UART Tip #17: Drawing Short Hair in Colored Pencil with John Middick

“How can I draw short hair that looks more realistic?”

I’ve heard this question quite often from new and seasoned artists alike. It seems there’s a bit of mystery surrounding the process, so I want to offer my own perspective on achieving realistic hair in your portraits.

In this demonstration I’ll show you how to draw short hair with lightfast colored pencils. I’ll be using UART Sanded Paper in 800 grit for my drawing.  This subject’s hair is light brown with some blond areas as highlights.  The subject is looking in the direction of the early morning sun, so the light is mostly horizontal.

Let’s give it a go!

First Things First

Start by creating an outline where the hairline begins and where it ends to help identify the size and shape of the head.  Take the time to go back and measure this several times throughout the drawing process.  If the hairline is inaccurate, the entire head may appear too small or too large–and no one wants that! A little extra attention to detail at the beginning can save your finished piece.


Determine the Overall Shape

Next, look at the overall large shapes of the hair.  Think of these shapes as blocks or forms rather than individual strands.  You’ll add in individual strands in the final stages, but keep those out for now. Instead, work slowly on individual chunks. This will help you achieve a convincing, organic look.

If you’re having problems seeing the areas as these unrecognizable shapes, you can turn your drawing upside down in order to see the direction and shape of the hair.

A Few Guidelines

Here are some general guidelines for drawing realistic hair:

  1. Make your pencil stroke angles the same direction as the hair.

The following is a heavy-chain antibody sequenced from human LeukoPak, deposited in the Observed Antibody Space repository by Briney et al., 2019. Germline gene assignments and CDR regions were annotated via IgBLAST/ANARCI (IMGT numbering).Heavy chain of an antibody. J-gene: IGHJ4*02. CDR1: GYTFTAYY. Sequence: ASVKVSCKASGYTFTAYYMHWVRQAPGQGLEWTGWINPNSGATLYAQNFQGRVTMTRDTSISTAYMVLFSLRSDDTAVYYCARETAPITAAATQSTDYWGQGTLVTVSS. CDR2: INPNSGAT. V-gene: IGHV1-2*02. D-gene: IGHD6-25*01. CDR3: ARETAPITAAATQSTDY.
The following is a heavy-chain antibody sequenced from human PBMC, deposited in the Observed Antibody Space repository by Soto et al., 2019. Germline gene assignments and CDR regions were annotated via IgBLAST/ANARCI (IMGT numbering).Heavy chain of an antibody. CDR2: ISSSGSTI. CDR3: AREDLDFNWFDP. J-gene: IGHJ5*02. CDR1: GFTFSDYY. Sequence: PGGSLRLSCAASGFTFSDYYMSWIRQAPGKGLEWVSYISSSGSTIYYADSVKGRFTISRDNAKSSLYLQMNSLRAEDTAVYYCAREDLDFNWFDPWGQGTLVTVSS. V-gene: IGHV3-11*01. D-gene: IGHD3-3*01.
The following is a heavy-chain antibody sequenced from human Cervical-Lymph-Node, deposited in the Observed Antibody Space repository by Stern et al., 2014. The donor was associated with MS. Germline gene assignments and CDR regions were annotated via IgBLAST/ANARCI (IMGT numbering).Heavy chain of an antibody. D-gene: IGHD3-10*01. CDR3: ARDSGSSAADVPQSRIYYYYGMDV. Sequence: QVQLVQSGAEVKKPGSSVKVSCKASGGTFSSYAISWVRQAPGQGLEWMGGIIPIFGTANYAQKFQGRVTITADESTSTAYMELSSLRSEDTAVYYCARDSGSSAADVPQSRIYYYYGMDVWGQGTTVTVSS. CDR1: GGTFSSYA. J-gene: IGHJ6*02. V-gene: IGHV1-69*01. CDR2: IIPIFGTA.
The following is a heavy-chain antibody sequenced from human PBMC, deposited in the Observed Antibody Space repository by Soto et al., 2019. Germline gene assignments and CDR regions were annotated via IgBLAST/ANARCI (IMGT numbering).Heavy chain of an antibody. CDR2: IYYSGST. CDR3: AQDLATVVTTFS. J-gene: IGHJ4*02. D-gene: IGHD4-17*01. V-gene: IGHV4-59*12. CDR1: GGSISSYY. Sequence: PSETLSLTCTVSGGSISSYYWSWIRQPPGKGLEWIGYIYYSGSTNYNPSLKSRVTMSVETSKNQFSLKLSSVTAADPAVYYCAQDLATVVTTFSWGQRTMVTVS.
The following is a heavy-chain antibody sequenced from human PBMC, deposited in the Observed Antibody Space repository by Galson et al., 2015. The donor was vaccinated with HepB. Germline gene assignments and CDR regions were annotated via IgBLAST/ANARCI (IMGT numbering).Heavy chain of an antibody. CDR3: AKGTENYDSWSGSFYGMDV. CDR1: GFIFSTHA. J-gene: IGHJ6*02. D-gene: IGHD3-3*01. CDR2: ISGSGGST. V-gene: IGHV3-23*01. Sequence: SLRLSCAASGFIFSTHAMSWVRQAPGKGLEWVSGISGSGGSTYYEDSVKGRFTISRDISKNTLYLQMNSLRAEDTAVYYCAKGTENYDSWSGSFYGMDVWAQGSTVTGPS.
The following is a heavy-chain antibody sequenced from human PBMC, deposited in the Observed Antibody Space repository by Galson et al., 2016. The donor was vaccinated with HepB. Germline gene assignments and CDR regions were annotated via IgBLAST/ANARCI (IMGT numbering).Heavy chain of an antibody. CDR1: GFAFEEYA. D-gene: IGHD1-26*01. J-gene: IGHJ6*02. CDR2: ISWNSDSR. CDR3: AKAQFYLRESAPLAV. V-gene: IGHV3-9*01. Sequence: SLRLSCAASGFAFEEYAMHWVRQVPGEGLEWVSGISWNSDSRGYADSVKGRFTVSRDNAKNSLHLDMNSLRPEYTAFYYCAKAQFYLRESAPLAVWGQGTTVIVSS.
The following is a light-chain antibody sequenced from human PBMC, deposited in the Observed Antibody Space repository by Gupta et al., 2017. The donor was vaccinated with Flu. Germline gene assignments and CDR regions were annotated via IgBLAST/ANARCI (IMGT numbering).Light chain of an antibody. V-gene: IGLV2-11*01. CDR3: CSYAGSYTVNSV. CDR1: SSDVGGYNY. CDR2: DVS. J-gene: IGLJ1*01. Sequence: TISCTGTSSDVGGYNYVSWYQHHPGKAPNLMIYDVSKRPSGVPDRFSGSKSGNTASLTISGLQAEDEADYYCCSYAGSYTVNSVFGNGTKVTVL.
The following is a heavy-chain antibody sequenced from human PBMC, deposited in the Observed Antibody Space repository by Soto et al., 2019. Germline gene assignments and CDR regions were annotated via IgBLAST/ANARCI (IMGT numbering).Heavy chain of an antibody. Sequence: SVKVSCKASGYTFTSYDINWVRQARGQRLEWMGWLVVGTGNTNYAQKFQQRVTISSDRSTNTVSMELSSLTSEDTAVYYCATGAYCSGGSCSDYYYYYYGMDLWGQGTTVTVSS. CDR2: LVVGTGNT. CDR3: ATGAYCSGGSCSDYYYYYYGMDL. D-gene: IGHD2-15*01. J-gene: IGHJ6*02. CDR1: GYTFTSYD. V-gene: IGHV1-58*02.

2. Rather than creating hard angles, shoot for more fluid, tapered angles. Otherwise, your hair may look like plastic or straw.
  3. Make the hair appear soft or more fuzzy in order to avoid a harsh unnatural look.
  4. Always work in layers, just like you do with anything else in colored pencil.
  5. Preserve highlights by penciling in the lighter colored areas first, even if you go over these areas later with a darker pencil. It’s always better to have too many lighter colored areas– you can always darken their value later if you need to.
  6. Don’t be afraid to make your shadows very dark. I used a deep indigo blue in the darkest areas of this hair to create a very dark recess in color.


A Note on Color

When using colored pencil, it is important to preserve lighter areas.  In this demonstration I created some areas where the lighter cream colors would be needed later on.

One mistake I often see new artists make is using bright yellow to depict blond. Don’t do it! In most cases, you can use cream to depict a blond highlight. You can even use grays or reds and purples depending on the temperature of the colors surrounding the hair.  Shadows, on the other hand, may still be very dark–even in lighter hair.

I try to work in with one or two pencils at a time and move around the hair with those same two pencils to make sure there is consistency in the color.

Let Go of Perfection

The nice thing about drawing hair is that the tiny details can vary somewhat from your reference; after all, everyone’s hair changes day to day.  The overall shape, general direction, values, and texture need to be accurate, but there is actually a great deal of freedom. We don’t typically have that luxury when drawing other parts of a portrait.

Hair can be tricky to tackle, and it will not look very accurate for a long time while you’re working on it.  Keep your vision of how you want it to look in the end, progress slowly, and keep reestablishing the highlights and the dark areas.  Your end result will be worth it!

John Middick

For more tips and techniques in colored pencil, be sure to check out John’s weekly podcast at